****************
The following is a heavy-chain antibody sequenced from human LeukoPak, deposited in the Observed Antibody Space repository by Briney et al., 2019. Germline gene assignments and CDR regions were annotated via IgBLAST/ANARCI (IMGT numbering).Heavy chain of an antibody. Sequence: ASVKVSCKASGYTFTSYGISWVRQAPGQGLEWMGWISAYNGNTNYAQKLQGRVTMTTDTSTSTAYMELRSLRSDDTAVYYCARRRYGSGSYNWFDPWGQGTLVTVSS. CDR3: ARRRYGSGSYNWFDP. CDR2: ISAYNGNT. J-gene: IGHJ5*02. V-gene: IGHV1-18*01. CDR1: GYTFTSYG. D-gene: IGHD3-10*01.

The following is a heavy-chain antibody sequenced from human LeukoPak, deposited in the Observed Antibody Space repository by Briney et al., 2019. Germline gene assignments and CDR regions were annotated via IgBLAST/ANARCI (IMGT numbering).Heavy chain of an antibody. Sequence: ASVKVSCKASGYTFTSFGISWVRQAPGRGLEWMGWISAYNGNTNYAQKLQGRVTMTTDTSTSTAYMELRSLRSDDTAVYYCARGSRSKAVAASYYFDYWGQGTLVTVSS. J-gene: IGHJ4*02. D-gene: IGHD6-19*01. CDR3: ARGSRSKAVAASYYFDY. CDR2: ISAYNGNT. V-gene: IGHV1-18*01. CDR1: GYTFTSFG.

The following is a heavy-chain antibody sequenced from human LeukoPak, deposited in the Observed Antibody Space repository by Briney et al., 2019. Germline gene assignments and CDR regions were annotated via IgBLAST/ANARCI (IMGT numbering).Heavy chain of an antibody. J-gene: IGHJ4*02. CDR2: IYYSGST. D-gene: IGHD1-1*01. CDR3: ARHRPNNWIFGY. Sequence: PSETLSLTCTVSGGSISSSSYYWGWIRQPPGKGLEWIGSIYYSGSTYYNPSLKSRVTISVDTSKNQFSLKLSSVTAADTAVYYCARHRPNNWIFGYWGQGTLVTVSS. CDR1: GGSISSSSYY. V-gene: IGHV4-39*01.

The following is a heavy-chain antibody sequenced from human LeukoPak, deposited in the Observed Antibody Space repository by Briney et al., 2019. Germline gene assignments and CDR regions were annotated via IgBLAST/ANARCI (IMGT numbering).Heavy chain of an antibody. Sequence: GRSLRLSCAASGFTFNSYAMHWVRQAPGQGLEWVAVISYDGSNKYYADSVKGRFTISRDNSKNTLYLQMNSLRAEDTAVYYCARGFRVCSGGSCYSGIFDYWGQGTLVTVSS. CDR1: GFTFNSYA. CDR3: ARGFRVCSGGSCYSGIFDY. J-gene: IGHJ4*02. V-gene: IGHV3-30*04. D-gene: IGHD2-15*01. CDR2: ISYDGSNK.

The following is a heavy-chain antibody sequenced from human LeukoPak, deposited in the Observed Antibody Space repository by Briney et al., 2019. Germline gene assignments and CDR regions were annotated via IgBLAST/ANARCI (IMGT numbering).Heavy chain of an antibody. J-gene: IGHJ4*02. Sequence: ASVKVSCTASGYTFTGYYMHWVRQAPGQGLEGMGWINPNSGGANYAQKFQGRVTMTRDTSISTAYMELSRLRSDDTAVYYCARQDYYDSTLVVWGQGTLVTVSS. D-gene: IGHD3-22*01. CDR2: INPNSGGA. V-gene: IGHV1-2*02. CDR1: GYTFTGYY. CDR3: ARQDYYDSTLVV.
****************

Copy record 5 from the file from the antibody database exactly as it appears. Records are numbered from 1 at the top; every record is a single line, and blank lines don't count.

The following is a heavy-chain antibody sequenced from human LeukoPak, deposited in the Observed Antibody Space repository by Briney et al., 2019. Germline gene assignments and CDR regions were annotated via IgBLAST/ANARCI (IMGT numbering).Heavy chain of an antibody. J-gene: IGHJ4*02. Sequence: ASVKVSCTASGYTFTGYYMHWVRQAPGQGLEGMGWINPNSGGANYAQKFQGRVTMTRDTSISTAYMELSRLRSDDTAVYYCARQDYYDSTLVVWGQGTLVTVSS. D-gene: IGHD3-22*01. CDR2: INPNSGGA. V-gene: IGHV1-2*02. CDR1: GYTFTGYY. CDR3: ARQDYYDSTLVV.